Eugenics movement

The Event: Broad-based pseudoscience movement seeking to influence immigration law by invoking eugenic ideas to limit immigration to members of ethnic groups whom eugenicists consider biologically superior

Date: Late nineteenth century to 1920’s

Significance: The eugenics movement had a significant influence on U.S. immigration policy. Politicians, reformers, and civic leaders imbued with a sense of Americanism and scientific justification enacted laws to limit immigration to what they regarded as “desirable” types. The intersection of scientific theory on heredity, the tendency of progressive reformers to control their environment, the popularity of nativist groups, and struggling immigrant laborers created a perfect storm for changing immigration policy and attitudes during the early years of the twentieth century. The eugenics movement set out to define the “real Americans” in society and decide who should inherit the nation’s future.

During the late nineteenth century, scholars and scientists applied naturalist Charles Darwin’s evolutionary theory of natural selection to social, political, and economic development. The consequent derivative theory that became known as “social Darwinism” served as the backbone ideology of the eugenics movement. During the 1880’s, Darwin’s cousin Francis Galton coined the term “eugenics,” which he defined as the theory of hereditary improvement of the human race by selective breeding. Eugenicists—those who subscribed to this theory— believed that heredity largely determined success and development. Consequently, they encouraged the breeding of people with the most desirable traits while discouraging the perpetuation of those with the least desirable traits. According to their theories, eliminating unfit members of society would result in a more enlightened civilization.

Within the United States, the opportunities and challenges of the early twentieth century brought the eugenics movement to the forefront of progressive reform efforts, specifically related to limiting the influx of immigrants. After the U.S. CivilWar ended in 1865, increasing numbers of Asians and eastern and southern Europeans came to the United States in search of brighter futures. Many well-established American citizens opposed the growing foreign population and demanded a return to the core Anglo-American Protestant values and the stock of people upon which they believed the United States had been built. Publication of Madison Grant’s The Passing of the Great Race in 1916 had a strong influence on popular audiences. Grant presented data that, he argued, proved that the northern European races that had founded the United States were of superior hereditary stock.

English statistician Francis Galton
English statistician Francis Galton, the founder of the eugenics movement. (Library of Congress)

Eugenics, rising xenophobia, and the progressive spirit of the early twentieth century resulted in new restrictive rules in U.S. immigration policy. Advocates of the eugenics movement pressed state and federal governments to take action to foster eugenics goals. Eugenicists succeeded in influencing the passage of state laws supporting intelligence testing and the forced sterilization of persons deemed unfit to bear eugenically sound offspring. The federal Immigration Act of 1924, spearheaded byWashington congressman and Eugenics Research Association president Albert Johnson, established an immigrant quota system based on country of origin. Eugenicists believed that the limitations would rescue the hereditary stock of the nation from so-called inferior races. Congress adjusted the quotas several times, but the basic law remained in effect until 1965.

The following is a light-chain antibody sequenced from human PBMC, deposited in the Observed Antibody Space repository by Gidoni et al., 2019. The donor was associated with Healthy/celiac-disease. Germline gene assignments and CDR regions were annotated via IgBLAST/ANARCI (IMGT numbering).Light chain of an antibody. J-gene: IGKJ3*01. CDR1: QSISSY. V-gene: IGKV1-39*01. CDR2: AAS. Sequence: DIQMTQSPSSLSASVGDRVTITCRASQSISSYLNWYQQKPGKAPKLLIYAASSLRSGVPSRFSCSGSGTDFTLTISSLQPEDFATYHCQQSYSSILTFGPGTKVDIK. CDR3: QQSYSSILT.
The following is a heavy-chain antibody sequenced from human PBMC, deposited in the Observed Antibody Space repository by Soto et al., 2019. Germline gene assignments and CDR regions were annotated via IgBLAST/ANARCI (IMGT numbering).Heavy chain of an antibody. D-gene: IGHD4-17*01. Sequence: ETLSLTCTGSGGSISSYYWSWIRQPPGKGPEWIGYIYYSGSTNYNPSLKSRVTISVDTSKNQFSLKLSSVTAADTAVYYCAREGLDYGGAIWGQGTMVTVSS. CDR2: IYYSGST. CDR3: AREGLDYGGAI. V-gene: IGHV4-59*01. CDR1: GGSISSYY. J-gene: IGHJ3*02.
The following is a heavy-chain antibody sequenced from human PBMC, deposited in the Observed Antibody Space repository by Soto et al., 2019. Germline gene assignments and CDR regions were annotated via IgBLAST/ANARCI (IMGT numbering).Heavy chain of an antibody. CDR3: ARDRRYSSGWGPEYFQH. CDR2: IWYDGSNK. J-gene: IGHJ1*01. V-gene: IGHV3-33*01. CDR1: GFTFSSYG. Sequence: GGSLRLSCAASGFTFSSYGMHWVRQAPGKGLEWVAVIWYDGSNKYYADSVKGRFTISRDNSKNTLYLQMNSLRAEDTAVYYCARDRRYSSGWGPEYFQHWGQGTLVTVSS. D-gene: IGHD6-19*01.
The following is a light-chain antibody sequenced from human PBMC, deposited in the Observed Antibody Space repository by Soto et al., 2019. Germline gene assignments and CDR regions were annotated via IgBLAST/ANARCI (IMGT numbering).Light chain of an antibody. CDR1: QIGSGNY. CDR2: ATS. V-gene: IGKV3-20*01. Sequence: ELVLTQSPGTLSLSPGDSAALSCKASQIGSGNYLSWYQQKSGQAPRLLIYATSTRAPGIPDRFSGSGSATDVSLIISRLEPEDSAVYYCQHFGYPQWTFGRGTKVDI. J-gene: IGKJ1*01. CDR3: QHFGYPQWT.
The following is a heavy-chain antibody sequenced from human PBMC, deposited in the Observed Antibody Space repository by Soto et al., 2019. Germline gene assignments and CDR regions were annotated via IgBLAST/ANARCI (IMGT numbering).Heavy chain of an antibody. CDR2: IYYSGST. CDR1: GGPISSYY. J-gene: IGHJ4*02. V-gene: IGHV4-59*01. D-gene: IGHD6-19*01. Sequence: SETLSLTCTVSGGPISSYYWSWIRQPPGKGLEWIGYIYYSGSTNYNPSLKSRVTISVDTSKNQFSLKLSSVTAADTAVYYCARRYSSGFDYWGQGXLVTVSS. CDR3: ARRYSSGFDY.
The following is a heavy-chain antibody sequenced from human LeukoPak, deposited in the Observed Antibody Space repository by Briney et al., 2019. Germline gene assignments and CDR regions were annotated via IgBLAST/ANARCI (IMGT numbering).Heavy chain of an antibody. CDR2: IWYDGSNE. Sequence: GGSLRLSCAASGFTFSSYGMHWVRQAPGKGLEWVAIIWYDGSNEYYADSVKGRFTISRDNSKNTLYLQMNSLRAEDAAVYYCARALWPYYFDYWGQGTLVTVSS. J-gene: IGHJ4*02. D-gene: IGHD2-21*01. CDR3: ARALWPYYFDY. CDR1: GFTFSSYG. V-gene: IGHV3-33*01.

The eugenicists’ plan for “race betterment” attracted many followers during the first decades of the century. Prominent and influential figures, including Presidents Theodore Roosevelt and Woodrow Wilson, birth control advocate Margaret Sanger, and inventor Alexander Graham Bell, supported eugenics. However, after the 1920’s, the influence of the eugenics movement on immigration policy and attitudes declined. Through the ensuing decades, eugenics groups remained active, but their message of eliminating the “unfit” in society mirrored the discredited racist and genocidal policies of Nazi Germany.

Aaron D. Purcell

Further Reading

  • Black, Edwin. War Against the Weak: Eugenics and America’s Campaign to Create a Master Race. New York: Four Walls Eight Windows, 2003. 
  • Engs, Ruth Clifford. The Eugenics Movement: An Encyclopedia. Westport, Conn.: Greenwood Press, 2005. 
  • Kline, Wendy. Building a Better Race. Berkeley: University of California Press, 2001. 
  • Pickens, Donald K. Eugenics and the Progressives. Nashville, Tenn.: Vanderbilt University Press, 1968. 

See also: Birth control movement; Congress, U.S.; Immigration Act of 1924; Immigration law; Infectious diseases; Intelligence testing; “Mongrelization”; Nativism; Progressivism; Quota systems; Xenophobia.

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Jamiaiah C0 answers 27 January 2017 18:43 Quote

I think he was a very smart man. I like his way of thinking and how he pursues things.

Dr. Russell McConnell0 answers 1 February 2017 00:46 Quote

It is funny...truly laughable, how you completely omit any mention of the abortion industry, whose founder in Margaret Sanger is the patron saint of Planned Parenthood. Instead, you conveniently direct this dark history against the politically correct issues of the day. Not to worry, there are plenty of truly enlighten persons who expose the left's war on the weak and powerless. Yes, I notice that you benefit from a generous Google algorithm too. You had better hope Trump doesn't turn back to his pro-holocaust views, otherwise known by the euphemism: "pro-choice."

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